Volume 2 Issue 4

Companion animal veterinary practices in China and service quality

The companion animal market in China is a developing one but little is known about the quality of the interaction between the veterinarian and the client. Managing customer service quality is of great importance to any veterinary practice and there are several ways in which it can be assessed. This study used Importance–Performance Analysis to evaluate the service quality of veterinary practices operating in Beijing. Suggested areas for improvement were for Beijing veterinarians to pay more attention to their attitude towards their clients and costs of treatment.

Dietary management of the cat with chronic kidney disease

Chronic kidney disease (CKD) is one of the most common diagnoses made in clinical practice. Most affected cats are middle aged or older and one survey estimated that a third of cats over the age of 10 years suffer from this condition. In recent years there have been many advances in treatment options and long-term home care can be very rewarding for all involved. Treatment aims to help the patient to compensate for their renal disease allowing them to live for as long as possible with as good a quality of life as possible. Dietary management of cats with CKD is the most proven treatment for this condition — several studies have now shown emphatically that cats with CKD that will eat prescription renal diets will live much longer, healthier lives. Typical survival times are increased from 7 to 16 months when cats with CKD are fed a renal prescription diet. In those situations where feeding a renal prescription diet is not possible, standard cat food can be modified in some ways to more closely meet the needs of a cat with CKD. Other treatments can be extremely helpful to the individual and should be used where specific indications exist.

Hip dysplasia in dogs: control and prevention

Hip dysplasia (HD) is an orthopaedic pathology with high prevalence in dogs, especially in large and giant breeds. It has a polygenic origin and is influenced by several factors such as age, sex, nutrition, metabolism, physical activity and hormones.Animals affected with this disease are born with normal joints but as they develop, joint changes appear. These changes may be expressed by lameness, gait abnormalities, hip instability and pain in full extension of the joint.To reduce the HD prevalence, selective breeding programmes have been implemented in which only animals free of disease or with minimal articular changes can reproduce. As these programmes do not always have the desired success, early radiographs should be performed in susceptible animals, in order to slow the progression of changes.The aim of this review is to summarize canine HD control and prevention aspects, with reference to the factors that predispose to disease, and the various treatment options. The role played by the veterinary nurse in advising the HD dog owners on disease management and also on how to avoid the risk factors in order to reduce the number of affected animals, is also discussed.

Physical and psychological needs of rabbits: a rabbit is not a cat

Rabbits can make good pets, provided that their basic needs are met. Rabbits are prey animals and are relatively fragile compared with cats or dogs; they require firm but gentle handling. Whether kept in the house or in a hutch, they need companionship, space for exercise, hiding and sleeping places, protection from rain, excess heat, and predators, and opportunities to gnaw and dig. Home hazards include electrical cables, poisonous plants and heavy objects which could be knocked over. Daily checking of the rabbit and cleaning of latrine areas is important to prevent fly strike. If not raised together, rabbits need to be introduced to each other gradually. Hospitalized rabbits need privacy, familiar smells and if possible their bonded buddy.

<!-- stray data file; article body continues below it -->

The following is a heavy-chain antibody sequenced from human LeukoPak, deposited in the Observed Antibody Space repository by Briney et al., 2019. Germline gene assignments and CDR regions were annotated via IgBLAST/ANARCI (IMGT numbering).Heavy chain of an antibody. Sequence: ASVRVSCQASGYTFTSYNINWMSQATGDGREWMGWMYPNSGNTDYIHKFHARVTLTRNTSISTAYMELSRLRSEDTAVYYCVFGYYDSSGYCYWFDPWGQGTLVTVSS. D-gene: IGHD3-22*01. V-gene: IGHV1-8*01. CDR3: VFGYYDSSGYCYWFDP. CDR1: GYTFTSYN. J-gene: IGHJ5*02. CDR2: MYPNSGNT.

How to create a rabbit friendly practice and run a successful rabbit clinic

The development of rabbit clinics ensures that when rabbits are taken to a veterinary practice, they receive a high level of service and their owners are given good quality information. This increases the clients' confidence in the veterinary practice, as well as their ability to look after their pet rabbit — a practice can soon become known for its ability to look after rabbits well.It is time for veterinary practices to move away from, ‘it's only a rabbit!’, and to deliver the same high standards of care and treatment that are given to cats and dogs.This article provides a step by step guide on how to run a successful rabbit clinic.

Post-operative recovery of the surgical patient

There is a vast amount of research concentrating on improving mortality rates in surgical patients. One study highlights the mortality rates. This is clearly shown by the Confidential Enquiry into Perioperative Small Animal Fatalities (CEPSAF) study carried out in 2006 which demonstrates the percentage of deaths in recovery is higher than that of pre-medication, induction and maintenance periods. The study identified the recovery period as the greatest risk during anaesthesia with most deaths occuring within 3 hours of the procedure. There is constant continuing research to try and minimize this risk, improving mortality rates in the post-operative surgical patient. The main area of focus concentrates on the close monitoring of the surgical patient in the recovery period with efficient nursing care during this time. Using the recommendations highlighted within this article it may be possible to reduce mortality rates while improving nursing care intervention.

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